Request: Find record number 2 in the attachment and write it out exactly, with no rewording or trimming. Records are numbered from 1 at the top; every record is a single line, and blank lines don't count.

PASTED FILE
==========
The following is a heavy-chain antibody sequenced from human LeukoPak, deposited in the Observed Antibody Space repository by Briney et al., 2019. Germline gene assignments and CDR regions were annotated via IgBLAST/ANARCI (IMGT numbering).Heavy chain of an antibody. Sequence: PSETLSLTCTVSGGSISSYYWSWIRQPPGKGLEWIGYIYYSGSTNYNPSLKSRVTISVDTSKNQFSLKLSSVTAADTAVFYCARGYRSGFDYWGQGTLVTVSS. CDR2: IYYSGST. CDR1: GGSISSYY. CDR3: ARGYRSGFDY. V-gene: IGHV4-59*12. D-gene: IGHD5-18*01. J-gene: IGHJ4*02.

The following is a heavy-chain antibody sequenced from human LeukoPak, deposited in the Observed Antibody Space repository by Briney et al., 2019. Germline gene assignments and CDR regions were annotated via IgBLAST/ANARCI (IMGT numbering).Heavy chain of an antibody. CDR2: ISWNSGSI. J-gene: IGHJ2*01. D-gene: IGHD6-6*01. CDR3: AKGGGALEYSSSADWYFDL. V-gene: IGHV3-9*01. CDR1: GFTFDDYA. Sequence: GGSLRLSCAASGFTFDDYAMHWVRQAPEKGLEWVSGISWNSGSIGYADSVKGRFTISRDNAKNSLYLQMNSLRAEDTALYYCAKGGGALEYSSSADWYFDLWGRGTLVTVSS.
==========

The following is a heavy-chain antibody sequenced from human LeukoPak, deposited in the Observed Antibody Space repository by Briney et al., 2019. Germline gene assignments and CDR regions were annotated via IgBLAST/ANARCI (IMGT numbering).Heavy chain of an antibody. CDR2: ISWNSGSI. J-gene: IGHJ2*01. D-gene: IGHD6-6*01. CDR3: AKGGGALEYSSSADWYFDL. V-gene: IGHV3-9*01. CDR1: GFTFDDYA. Sequence: GGSLRLSCAASGFTFDDYAMHWVRQAPEKGLEWVSGISWNSGSIGYADSVKGRFTISRDNAKNSLYLQMNSLRAEDTALYYCAKGGGALEYSSSADWYFDLWGRGTLVTVSS.